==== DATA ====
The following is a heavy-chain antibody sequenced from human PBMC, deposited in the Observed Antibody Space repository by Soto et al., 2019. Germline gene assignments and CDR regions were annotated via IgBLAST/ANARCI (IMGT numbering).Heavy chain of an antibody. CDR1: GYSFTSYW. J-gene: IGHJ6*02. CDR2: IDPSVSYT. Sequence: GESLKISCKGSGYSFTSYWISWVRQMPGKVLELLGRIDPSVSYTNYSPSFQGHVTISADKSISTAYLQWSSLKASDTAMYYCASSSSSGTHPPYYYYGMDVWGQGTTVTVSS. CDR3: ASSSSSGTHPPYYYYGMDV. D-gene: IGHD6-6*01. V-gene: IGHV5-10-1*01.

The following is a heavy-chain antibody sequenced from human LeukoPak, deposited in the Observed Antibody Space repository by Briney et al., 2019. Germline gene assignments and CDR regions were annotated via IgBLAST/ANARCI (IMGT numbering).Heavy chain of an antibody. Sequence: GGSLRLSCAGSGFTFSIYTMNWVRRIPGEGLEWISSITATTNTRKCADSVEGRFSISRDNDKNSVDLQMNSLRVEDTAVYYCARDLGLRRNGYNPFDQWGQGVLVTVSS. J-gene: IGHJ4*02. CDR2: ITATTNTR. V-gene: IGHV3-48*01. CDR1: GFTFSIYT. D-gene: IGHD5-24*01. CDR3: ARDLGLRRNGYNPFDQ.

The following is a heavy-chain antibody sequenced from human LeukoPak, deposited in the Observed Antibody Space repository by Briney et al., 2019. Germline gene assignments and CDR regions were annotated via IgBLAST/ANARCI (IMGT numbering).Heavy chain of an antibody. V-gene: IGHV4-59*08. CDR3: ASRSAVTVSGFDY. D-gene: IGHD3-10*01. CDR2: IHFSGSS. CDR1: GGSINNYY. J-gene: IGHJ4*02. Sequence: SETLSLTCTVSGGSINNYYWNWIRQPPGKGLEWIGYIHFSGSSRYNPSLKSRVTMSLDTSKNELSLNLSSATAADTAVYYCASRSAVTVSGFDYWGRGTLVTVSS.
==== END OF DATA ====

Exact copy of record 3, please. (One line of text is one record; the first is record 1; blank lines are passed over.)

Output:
The following is a heavy-chain antibody sequenced from human LeukoPak, deposited in the Observed Antibody Space repository by Briney et al., 2019. Germline gene assignments and CDR regions were annotated via IgBLAST/ANARCI (IMGT numbering).Heavy chain of an antibody. V-gene: IGHV4-59*08. CDR3: ASRSAVTVSGFDY. D-gene: IGHD3-10*01. CDR2: IHFSGSS. CDR1: GGSINNYY. J-gene: IGHJ4*02. Sequence: SETLSLTCTVSGGSINNYYWNWIRQPPGKGLEWIGYIHFSGSSRYNPSLKSRVTMSLDTSKNELSLNLSSATAADTAVYYCASRSAVTVSGFDYWGRGTLVTVSS.